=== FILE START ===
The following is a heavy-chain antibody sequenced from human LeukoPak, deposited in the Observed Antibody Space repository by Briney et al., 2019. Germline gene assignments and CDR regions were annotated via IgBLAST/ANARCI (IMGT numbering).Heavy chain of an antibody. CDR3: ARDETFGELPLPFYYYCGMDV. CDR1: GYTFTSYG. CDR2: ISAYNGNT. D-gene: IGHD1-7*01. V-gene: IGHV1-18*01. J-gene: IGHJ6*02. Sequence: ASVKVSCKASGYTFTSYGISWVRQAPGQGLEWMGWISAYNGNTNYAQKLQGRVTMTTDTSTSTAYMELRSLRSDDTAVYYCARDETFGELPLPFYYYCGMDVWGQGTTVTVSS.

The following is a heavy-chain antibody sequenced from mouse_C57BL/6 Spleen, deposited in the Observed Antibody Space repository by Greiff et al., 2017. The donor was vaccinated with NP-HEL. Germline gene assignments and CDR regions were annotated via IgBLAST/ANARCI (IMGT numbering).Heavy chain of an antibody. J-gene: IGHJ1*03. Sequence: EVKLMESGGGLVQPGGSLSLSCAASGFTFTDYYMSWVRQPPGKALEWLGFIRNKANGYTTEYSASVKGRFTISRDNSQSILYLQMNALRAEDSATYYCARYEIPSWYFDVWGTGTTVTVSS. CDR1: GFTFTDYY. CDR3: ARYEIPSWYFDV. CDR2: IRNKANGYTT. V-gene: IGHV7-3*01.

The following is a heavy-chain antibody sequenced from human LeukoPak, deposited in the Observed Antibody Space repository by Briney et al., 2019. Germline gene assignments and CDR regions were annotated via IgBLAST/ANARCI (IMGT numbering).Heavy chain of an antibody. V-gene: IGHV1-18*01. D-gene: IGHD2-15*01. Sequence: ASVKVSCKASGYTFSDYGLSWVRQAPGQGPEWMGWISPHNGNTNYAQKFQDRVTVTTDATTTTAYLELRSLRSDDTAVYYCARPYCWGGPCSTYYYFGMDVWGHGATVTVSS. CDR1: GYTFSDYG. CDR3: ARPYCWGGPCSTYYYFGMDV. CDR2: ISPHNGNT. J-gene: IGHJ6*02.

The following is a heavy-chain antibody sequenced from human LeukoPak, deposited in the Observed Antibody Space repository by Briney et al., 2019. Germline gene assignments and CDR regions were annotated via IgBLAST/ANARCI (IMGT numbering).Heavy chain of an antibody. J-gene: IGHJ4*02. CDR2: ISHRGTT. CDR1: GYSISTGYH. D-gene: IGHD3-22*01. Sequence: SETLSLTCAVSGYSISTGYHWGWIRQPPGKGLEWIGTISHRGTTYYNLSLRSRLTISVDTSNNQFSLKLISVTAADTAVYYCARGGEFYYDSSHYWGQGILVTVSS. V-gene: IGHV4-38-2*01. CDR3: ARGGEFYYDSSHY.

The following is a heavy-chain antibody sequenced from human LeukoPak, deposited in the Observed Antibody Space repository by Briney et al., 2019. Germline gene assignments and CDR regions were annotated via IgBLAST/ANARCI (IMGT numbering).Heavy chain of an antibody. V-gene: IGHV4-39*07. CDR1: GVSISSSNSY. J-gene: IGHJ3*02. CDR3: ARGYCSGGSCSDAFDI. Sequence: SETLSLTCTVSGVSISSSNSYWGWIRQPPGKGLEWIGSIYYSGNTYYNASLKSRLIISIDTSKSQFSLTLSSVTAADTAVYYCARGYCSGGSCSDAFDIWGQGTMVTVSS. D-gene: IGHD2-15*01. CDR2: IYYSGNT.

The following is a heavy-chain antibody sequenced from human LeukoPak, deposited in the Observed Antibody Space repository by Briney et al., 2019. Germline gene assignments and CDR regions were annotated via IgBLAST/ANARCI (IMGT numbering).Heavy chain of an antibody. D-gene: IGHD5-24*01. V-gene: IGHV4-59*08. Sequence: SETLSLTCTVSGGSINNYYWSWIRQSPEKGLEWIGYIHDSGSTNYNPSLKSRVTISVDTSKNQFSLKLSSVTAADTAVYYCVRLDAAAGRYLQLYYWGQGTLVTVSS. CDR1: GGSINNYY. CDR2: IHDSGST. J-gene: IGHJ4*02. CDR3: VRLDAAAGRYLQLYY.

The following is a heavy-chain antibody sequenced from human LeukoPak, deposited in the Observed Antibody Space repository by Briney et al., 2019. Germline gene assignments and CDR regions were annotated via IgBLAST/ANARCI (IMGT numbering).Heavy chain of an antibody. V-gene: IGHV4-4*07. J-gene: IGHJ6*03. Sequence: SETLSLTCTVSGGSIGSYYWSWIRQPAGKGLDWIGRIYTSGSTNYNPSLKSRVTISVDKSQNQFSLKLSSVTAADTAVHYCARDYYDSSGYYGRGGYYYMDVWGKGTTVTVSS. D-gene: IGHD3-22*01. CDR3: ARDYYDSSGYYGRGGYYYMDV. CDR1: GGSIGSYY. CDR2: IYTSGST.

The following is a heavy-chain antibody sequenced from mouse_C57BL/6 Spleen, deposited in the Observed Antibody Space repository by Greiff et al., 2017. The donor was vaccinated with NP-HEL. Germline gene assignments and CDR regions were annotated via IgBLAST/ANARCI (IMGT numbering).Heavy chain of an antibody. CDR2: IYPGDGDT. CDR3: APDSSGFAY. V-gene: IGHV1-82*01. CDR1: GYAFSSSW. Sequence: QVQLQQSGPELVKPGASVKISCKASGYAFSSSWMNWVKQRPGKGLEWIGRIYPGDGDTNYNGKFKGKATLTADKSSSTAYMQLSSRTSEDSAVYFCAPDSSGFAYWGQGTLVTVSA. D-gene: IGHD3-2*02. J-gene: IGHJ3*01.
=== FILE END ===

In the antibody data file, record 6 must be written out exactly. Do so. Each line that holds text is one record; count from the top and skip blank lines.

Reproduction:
The following is a heavy-chain antibody sequenced from human LeukoPak, deposited in the Observed Antibody Space repository by Briney et al., 2019. Germline gene assignments and CDR regions were annotated via IgBLAST/ANARCI (IMGT numbering).Heavy chain of an antibody. D-gene: IGHD5-24*01. V-gene: IGHV4-59*08. Sequence: SETLSLTCTVSGGSINNYYWSWIRQSPEKGLEWIGYIHDSGSTNYNPSLKSRVTISVDTSKNQFSLKLSSVTAADTAVYYCVRLDAAAGRYLQLYYWGQGTLVTVSS. CDR1: GGSINNYY. CDR2: IHDSGST. J-gene: IGHJ4*02. CDR3: VRLDAAAGRYLQLYY.